“They’re still selling wonderfully after 40 years,” says the gleeful master, who also toured the world with his group after the Royal Hawaiian Hotel gig was up.

Mapuana Schneider, who danced hula as a soloist with the Kahauanu Lake Trio for about 10 years, says she learned so many things from Uncle K.

“He dictated the best out of all of us,” Schneider says of her days gliding across the stage. “He was very strict. We were always on time and professional in what we were doing — bringing Hawaiiana to the world. He knew how to present it and when to present it. That was a glamorous time to be part of the music scene in Waikiki. Dancing with Kahauanu Lake is as good as it gets for a dancer.”

He married kumu hula Margaret Maiki Aiu in 1972. She was also known for her quest for knowledge and excellence in Hawaiian culture. Together, they did many shows and concerts until she passed away in 1984.

Music has been a part of Lake’s life as far back as he can remember.

“I’ve been a musician since I was 4 years old,” he recalls. Surrounded by musicians his whole life, Lake says he played all the Hawaiian songs. Those near him in his formative years include Aunty Vicky Ii Rodrigues, Mae Lobenstein, Aunty Lei Collins, who was Uncle Bill Lincoln’s cousin. John Almeida was popular, and one of the top songs was Papalina Lahi Lahi.

Lake shares more about other influences on his music.

“Maddy (Lam) was like an aunt to me,” he says. “We played together and she had her own recording company. She started writing music together with Mary Kawena Pukui — there isn’t any as good as those two as a team.”

Lam and Pukui were asked to write a song they called Pua Ahihi, and they wanted the Kahauanu Lake Trio to sing it. It’s still a popular song today. One of Lake’s most requested compositions is Pua Lililehua. Lake often checked with Pukui, who co-wrote the Hawaiian dictionary, on correct usage of Hawaiian language for his compositions.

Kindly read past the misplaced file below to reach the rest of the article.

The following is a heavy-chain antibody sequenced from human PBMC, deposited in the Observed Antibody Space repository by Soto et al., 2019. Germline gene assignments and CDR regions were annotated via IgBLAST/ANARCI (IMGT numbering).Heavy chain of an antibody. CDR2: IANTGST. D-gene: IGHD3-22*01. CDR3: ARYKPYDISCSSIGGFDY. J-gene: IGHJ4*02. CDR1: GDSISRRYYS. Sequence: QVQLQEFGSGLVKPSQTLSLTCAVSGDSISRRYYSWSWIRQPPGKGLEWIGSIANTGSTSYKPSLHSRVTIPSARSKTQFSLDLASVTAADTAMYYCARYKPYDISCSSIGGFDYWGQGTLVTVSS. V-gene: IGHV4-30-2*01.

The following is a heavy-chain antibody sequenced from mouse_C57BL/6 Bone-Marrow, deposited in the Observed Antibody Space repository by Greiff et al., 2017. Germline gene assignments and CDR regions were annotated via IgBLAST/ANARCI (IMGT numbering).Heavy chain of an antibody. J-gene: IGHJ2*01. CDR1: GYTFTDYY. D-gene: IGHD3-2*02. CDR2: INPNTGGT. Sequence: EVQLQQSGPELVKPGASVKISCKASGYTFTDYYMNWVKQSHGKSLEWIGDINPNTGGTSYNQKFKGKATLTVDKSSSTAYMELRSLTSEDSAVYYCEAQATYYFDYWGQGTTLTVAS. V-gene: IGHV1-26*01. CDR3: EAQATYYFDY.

Raised by his mom, Cecilia Kuliaikanuu Parker (a descendent of Kamehameha the Great), and stepfather, Prince David Kalakaua Kawananakoa, Lake honored his mother by composing a song for her called Kuliaikanuu. And he named his album the same. His mother’s stepmother was with the Royal Hawaiian Band. Lake is the youngest of three siblings. He has an older sister, Helen Nani Howell, and, of course, his brother, Tommy, who is two years older to the day — they both were born on Jan. 2.

Even with a busy music career, Lake also made the time to teach others his craft. He trained Kamualai W. Kawaiaea to play ukulele from the time he was a 15-year-old St. Louis student in 1966. Kawaiaea, George Helm and Wayne Reis were among his first students, whom he refers to as the Na Opio Trio. Kawaiaea says he adopted Lake as a father.

Lake formed the Kahauanu Lake Singers in 1997 to carry on his legacy. The singers consisted of Kawaieae and his wife, Luana, and Vernamae Perkins, who passed away April 17. Presently, the Kahauanu Lake Singers are the Kawaiaeas and Mitchell “Akau Hoku” Miles, a Hawaiian language teacher at St. Louis.

These days Kawaiaea is also teaching music and ukulele using the Kahauanu Lake method.

“The mission is to keep alive traditional Hawaiian music,” says Kawaiaea.

And that’s exactly what Lake is hoping to accomplish when he and brother Tommy join the Kahauanu Lake Singers at the Hawaii Theatre June 7. Tickets are $20-$25. For tickets, call the Hawaii Theatre Box office at 528- 0506.